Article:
I'm going to buy them some pine nuts since I know they eat pine seeds in the wild. Any suggestions on what they might eat, given they're used to cracked corn, peanuts, chickpeas, soy, generic pellets, and dried fruit? I'm worried, because they've only really eaten a few sunflower and safflower seeds, and Ria is still recovering from her illness.
They seem bored, as their quarantine cage is small (it's a flight cage intended for budgie and parrotlet quarantine, not kākāriki). I have a couple of shred toys in there for them (a Planet Pleasures pineapple-like shredder, and a sunflower shred toy from Things for Wings), but they were only interested for a couple of minutes, but they won't play with them. I also have a mahogany pod in there that they poked at a bit, but they aren't shredding it. The cage is just too small for them.
Good news, I just checked their most recent droppings, and Tiki's look very good. They're well formed, firmer, have far less urine, tidy white urates, and nice brown feces.
Oh, and I have another question. I read the dietary study that was posted on the forum, and I notice their diet is really influenced by the season. For example, they eat a ton of flowers in the winter, but hardly any seed. However, if I were to feed them according to that chart, would I feed them a ton of flowers in December, or would I do it in July? Where I live, winter is from November to February (I think), but in New Zealand (their native habitat), winter is during Canada's summer (June, July, August). Like, how does being raised in different hemispheres affect captive kākāriki? Do I feed based on the season where I live, or based on the current season in New Zealand?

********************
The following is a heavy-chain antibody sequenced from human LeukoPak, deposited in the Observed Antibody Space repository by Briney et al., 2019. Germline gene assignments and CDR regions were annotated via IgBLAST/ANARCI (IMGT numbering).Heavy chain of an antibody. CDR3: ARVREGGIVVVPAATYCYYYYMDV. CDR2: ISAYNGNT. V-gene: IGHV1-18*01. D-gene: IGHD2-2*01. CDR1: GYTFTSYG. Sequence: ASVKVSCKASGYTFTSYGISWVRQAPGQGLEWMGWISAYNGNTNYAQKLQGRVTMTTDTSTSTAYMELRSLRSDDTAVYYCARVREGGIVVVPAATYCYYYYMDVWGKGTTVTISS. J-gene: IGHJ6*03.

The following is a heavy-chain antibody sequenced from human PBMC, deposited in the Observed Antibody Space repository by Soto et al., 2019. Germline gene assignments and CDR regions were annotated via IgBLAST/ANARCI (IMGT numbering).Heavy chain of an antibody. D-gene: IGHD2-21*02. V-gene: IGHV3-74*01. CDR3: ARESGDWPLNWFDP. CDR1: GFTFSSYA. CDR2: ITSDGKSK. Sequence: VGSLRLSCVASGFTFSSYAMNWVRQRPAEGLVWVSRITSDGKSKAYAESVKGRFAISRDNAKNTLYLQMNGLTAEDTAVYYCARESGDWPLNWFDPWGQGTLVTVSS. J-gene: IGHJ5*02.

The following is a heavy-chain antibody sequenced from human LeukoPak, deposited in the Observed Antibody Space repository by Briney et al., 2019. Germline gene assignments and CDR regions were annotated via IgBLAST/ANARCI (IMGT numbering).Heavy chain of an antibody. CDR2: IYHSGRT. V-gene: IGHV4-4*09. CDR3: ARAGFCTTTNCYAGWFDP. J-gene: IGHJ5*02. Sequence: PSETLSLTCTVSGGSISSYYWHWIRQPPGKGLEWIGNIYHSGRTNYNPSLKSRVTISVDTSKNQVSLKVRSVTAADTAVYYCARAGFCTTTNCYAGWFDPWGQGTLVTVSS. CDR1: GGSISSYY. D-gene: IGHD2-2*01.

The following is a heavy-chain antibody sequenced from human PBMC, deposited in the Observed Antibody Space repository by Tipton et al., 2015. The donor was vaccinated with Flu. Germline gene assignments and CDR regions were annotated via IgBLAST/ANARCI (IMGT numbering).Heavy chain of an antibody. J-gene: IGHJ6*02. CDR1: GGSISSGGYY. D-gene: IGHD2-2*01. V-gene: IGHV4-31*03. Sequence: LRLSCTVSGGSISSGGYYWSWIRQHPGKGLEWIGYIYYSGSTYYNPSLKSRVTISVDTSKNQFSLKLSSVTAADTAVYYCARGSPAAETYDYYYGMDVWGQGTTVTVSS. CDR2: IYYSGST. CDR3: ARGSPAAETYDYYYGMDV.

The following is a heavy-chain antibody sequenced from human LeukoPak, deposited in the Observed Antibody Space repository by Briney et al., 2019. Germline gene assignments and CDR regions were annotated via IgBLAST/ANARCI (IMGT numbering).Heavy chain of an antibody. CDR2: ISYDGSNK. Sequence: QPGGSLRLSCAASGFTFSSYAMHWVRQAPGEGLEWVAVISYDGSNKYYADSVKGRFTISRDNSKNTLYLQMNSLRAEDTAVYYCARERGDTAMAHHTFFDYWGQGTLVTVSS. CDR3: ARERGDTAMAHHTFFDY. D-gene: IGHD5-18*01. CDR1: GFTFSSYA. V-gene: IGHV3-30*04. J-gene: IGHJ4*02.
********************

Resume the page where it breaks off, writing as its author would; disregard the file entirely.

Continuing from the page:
Make use of the "quick Search " block on the left
Diet invermectin , vinegar, apple cider vinegar , worms, mites ,
Read the thread "what do you feed..."
Seasonal is a guide line.. more for fruit..generally low sugar fruits.. protein.
Also not these (most NZ birds) have evolved without mammal and in many respects of behaviour and diet are more aligned to small mammals
Seasonal foods are common for ALL animals insects etc.
I just checked their most recent droppings,
Also Read the old thread on checking droppings for worm eggs etc
Yes the Nth hemisphere seasons are opposite to Southern....at Xmas you have snow we are BBQ at the beach in bare feet light shirt and shorts.
Kakariki are not shredders... one can build avaries with 2"x 2" pine timber which will last till the timber rots on 30 odd yrs time.
Kings , crimsons. burkes, turq,s and many other parrot species are also not shredders... cockatoo species are, along with kaka and kea. _________________ My Spelling is Not Incorrect...It's 'Creative'